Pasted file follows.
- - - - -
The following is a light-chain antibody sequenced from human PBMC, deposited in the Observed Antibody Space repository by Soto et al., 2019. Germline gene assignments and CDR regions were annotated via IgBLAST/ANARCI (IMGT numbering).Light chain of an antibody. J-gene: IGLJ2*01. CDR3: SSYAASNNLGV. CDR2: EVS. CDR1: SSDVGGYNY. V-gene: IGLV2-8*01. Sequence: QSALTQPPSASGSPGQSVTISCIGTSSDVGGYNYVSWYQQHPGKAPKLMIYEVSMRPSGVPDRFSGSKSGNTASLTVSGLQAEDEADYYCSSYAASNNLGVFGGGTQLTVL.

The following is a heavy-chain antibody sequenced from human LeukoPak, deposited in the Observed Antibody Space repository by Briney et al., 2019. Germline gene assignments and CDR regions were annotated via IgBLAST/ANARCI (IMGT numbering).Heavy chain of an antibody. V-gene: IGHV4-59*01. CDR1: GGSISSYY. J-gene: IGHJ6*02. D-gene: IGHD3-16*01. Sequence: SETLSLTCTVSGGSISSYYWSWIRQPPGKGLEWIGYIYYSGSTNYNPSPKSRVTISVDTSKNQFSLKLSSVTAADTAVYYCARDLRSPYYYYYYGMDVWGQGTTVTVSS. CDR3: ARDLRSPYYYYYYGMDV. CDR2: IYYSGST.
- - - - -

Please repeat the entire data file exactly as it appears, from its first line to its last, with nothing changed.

The following is a light-chain antibody sequenced from human PBMC, deposited in the Observed Antibody Space repository by Soto et al., 2019. Germline gene assignments and CDR regions were annotated via IgBLAST/ANARCI (IMGT numbering).Light chain of an antibody. J-gene: IGLJ2*01. CDR3: SSYAASNNLGV. CDR2: EVS. CDR1: SSDVGGYNY. V-gene: IGLV2-8*01. Sequence: QSALTQPPSASGSPGQSVTISCIGTSSDVGGYNYVSWYQQHPGKAPKLMIYEVSMRPSGVPDRFSGSKSGNTASLTVSGLQAEDEADYYCSSYAASNNLGVFGGGTQLTVL.

The following is a heavy-chain antibody sequenced from human LeukoPak, deposited in the Observed Antibody Space repository by Briney et al., 2019. Germline gene assignments and CDR regions were annotated via IgBLAST/ANARCI (IMGT numbering).Heavy chain of an antibody. V-gene: IGHV4-59*01. CDR1: GGSISSYY. J-gene: IGHJ6*02. D-gene: IGHD3-16*01. Sequence: SETLSLTCTVSGGSISSYYWSWIRQPPGKGLEWIGYIYYSGSTNYNPSPKSRVTISVDTSKNQFSLKLSSVTAADTAVYYCARDLRSPYYYYYYGMDVWGQGTTVTVSS. CDR3: ARDLRSPYYYYYYGMDV. CDR2: IYYSGST.